The Arab dominance is still visible today in the topography of numerous places, for instance on the island of Pantelleria (Monte Gibele, Kamma, Bugeber, Bukkuram, Gadir..), and in the fishing terminology.

The Norman century


Due to continuous fights inside the Arab world, the capital of the empire was moved to Egypt, and Sicily lost its primary position in the Mediterranean, becoming vulnerable to outer attacks. In 1061 Messina was taken by Ruggero d’Altavilla. This was the first step which led to the 30 years Norman conquest, with Palermo being nominated capital in year 1072.

Under the Normans Sicily reached its peak of richness and splendour, with a blooming of artistic and architectural activities which remained unparalleled (Palazzo dei Normanni, the Cathedral, the Zisa in Palermo, the cathedral in Monreale and Cefalù). The Normans adopted a policy of religious tolerance and integration, making use of pre existing structures. They reinforced the administration and imposed French and Italian language on an island where Arab was the most common idiom spoken. King Ruggero I fostered the economic development and reintroduced the catholic belief, sustaining diplomatic relationships which paved the way for future alliances with the main European dynasties.

His son Ruggero II is commonly recognized as one of the most charismatic and smart kings in medieval history, who loved to surround himself with artists, musicians, geographers. During his reign, Sicily was annexed to south Italy, with the addition of Malta and some towns in north Africa (Tripoli and Djerba). The first written code of laws in Sicily was also issued under his kingdom.

From the Swabians to the Spanish dominance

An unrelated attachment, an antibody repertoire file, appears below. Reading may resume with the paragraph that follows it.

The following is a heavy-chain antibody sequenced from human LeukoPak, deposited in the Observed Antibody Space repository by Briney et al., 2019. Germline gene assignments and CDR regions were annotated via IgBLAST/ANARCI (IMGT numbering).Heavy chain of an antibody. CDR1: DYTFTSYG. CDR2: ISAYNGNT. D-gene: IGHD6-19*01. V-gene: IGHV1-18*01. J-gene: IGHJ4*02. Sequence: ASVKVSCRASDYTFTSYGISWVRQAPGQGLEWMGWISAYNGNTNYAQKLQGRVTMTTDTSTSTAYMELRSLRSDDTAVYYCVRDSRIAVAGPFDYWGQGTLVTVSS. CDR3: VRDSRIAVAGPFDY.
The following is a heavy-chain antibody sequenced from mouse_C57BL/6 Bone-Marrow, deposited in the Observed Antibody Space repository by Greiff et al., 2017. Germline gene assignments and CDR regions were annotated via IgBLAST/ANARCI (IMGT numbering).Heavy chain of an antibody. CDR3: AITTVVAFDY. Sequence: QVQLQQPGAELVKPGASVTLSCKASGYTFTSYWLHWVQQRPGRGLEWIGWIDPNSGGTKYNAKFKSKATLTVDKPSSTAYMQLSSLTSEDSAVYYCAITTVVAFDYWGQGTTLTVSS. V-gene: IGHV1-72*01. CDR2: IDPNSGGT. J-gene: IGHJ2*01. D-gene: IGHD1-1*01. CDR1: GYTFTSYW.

After the death of Ruggero II the island lived a period of inner fights and destabilization, until Henry VI of Swabia took control of Sicily in 1194. The successor of Henry, Frederick II reintroduced the administrative and bureaucratic structure of the Norman state. His government soon turned into an autocratic dictatorship. To better protect his reign, the king raised a series of rocks with watching towers, like in Milazzo, Catania, Siracusa and Augusta. Under Frederick II the island became the most modern state in Europe from the legislative and administrative point of view.

At the same time, the king favoured the development of arts, calling at his court scientists, literates, philosophers.

His death marked the end of Sicily’s golden age, after that the island fell under the attention of the foreign monarchs who aimed at its control, and the successive centuries saw a continuous alternation of dominations: the Angioini family, the Aragons and the Spanish until 1713, the Savoy family, the Bourbons, all this until 1860, with Garibaldi’s successful mission in the south of Italy, which annexed Sicily to the newborn Kingdom of Italy.

From 19th century to contemporary age


After the unification of Italy in 1861, Sicily was annexed to the country, but it kept suffering from an endemic form of underdevelopment and economic backwardness. The condition of the farmers was even worse than under the Bourbons, and as a consequence of poverty a new social phenomenon spread, the brigandage, a sort of rebellion to the domain of the bourgeoisie. In this period begins to spread also the organised crime which will later turn into the structure of mafia.

Life in the countryside was very tough, and the first waves of emigration to the United States began in this period, as magisterially told in numerous films. In the early ‘30s the landed estates of Sicily were “squeezed” and overexploited in order to produce wheat for the army (this is the age of the war enterprises in North Africa). The intense cultivation of the ground cause the fields to become arid and eroded.

During the Second World War Sicily was the first ledge of Italy to be invaded by the Allied forces in July 1943. As a consequence of that, the island became the favourite target for air raids, which completely razed to the ground cities like Messina.

The Post War years saw the first slow attempts to recover from the decline. At the same time, the obscure power of mafia had its way in the cities, growing bigger and bigger thanks to its close relationship with the political power. In the ‘70s mafia hit the island with bloody attacks and assassinations of political figures, especially those involved with anti-crime programmes. One of the few sectors that managed to remain independent was the construction industry, as demonstrated by the total absence of any regulatory plan in construction works.

Today there are numerous organizations, institutions, volunteer programmes and associations that fight either on a small and large base to eradicate mafia from Sicily.